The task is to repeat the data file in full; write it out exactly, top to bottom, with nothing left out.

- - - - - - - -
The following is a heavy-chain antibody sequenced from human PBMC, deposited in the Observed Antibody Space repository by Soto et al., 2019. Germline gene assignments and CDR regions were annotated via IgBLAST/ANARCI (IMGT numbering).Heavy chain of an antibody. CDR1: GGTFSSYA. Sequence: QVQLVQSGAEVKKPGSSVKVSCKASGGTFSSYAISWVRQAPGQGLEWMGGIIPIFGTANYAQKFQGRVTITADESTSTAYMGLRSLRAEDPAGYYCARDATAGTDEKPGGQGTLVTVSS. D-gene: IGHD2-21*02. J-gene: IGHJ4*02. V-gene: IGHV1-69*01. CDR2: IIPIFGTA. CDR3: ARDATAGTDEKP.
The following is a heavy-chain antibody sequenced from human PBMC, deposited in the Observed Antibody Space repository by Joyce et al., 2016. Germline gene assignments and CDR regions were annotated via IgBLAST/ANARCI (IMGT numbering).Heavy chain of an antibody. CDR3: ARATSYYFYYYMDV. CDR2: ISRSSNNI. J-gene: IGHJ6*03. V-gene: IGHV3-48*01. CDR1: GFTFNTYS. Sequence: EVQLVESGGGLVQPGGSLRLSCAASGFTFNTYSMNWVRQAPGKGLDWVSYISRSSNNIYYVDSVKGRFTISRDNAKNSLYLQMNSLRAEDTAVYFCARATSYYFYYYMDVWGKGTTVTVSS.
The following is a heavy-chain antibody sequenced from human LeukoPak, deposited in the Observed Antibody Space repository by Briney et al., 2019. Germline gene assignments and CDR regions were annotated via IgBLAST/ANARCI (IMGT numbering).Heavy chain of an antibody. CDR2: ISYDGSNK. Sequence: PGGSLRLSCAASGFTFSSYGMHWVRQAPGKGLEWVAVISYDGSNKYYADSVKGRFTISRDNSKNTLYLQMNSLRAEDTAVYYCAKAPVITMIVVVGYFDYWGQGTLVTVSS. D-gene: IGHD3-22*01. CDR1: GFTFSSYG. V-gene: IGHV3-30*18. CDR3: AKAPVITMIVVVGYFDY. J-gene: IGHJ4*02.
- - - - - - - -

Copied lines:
The following is a heavy-chain antibody sequenced from human PBMC, deposited in the Observed Antibody Space repository by Soto et al., 2019. Germline gene assignments and CDR regions were annotated via IgBLAST/ANARCI (IMGT numbering).Heavy chain of an antibody. CDR1: GGTFSSYA. Sequence: QVQLVQSGAEVKKPGSSVKVSCKASGGTFSSYAISWVRQAPGQGLEWMGGIIPIFGTANYAQKFQGRVTITADESTSTAYMGLRSLRAEDPAGYYCARDATAGTDEKPGGQGTLVTVSS. D-gene: IGHD2-21*02. J-gene: IGHJ4*02. V-gene: IGHV1-69*01. CDR2: IIPIFGTA. CDR3: ARDATAGTDEKP.
The following is a heavy-chain antibody sequenced from human PBMC, deposited in the Observed Antibody Space repository by Joyce et al., 2016. Germline gene assignments and CDR regions were annotated via IgBLAST/ANARCI (IMGT numbering).Heavy chain of an antibody. CDR3: ARATSYYFYYYMDV. CDR2: ISRSSNNI. J-gene: IGHJ6*03. V-gene: IGHV3-48*01. CDR1: GFTFNTYS. Sequence: EVQLVESGGGLVQPGGSLRLSCAASGFTFNTYSMNWVRQAPGKGLDWVSYISRSSNNIYYVDSVKGRFTISRDNAKNSLYLQMNSLRAEDTAVYFCARATSYYFYYYMDVWGKGTTVTVSS.
The following is a heavy-chain antibody sequenced from human LeukoPak, deposited in the Observed Antibody Space repository by Briney et al., 2019. Germline gene assignments and CDR regions were annotated via IgBLAST/ANARCI (IMGT numbering).Heavy chain of an antibody. CDR2: ISYDGSNK. Sequence: PGGSLRLSCAASGFTFSSYGMHWVRQAPGKGLEWVAVISYDGSNKYYADSVKGRFTISRDNSKNTLYLQMNSLRAEDTAVYYCAKAPVITMIVVVGYFDYWGQGTLVTVSS. D-gene: IGHD3-22*01. CDR1: GFTFSSYG. V-gene: IGHV3-30*18. CDR3: AKAPVITMIVVVGYFDY. J-gene: IGHJ4*02.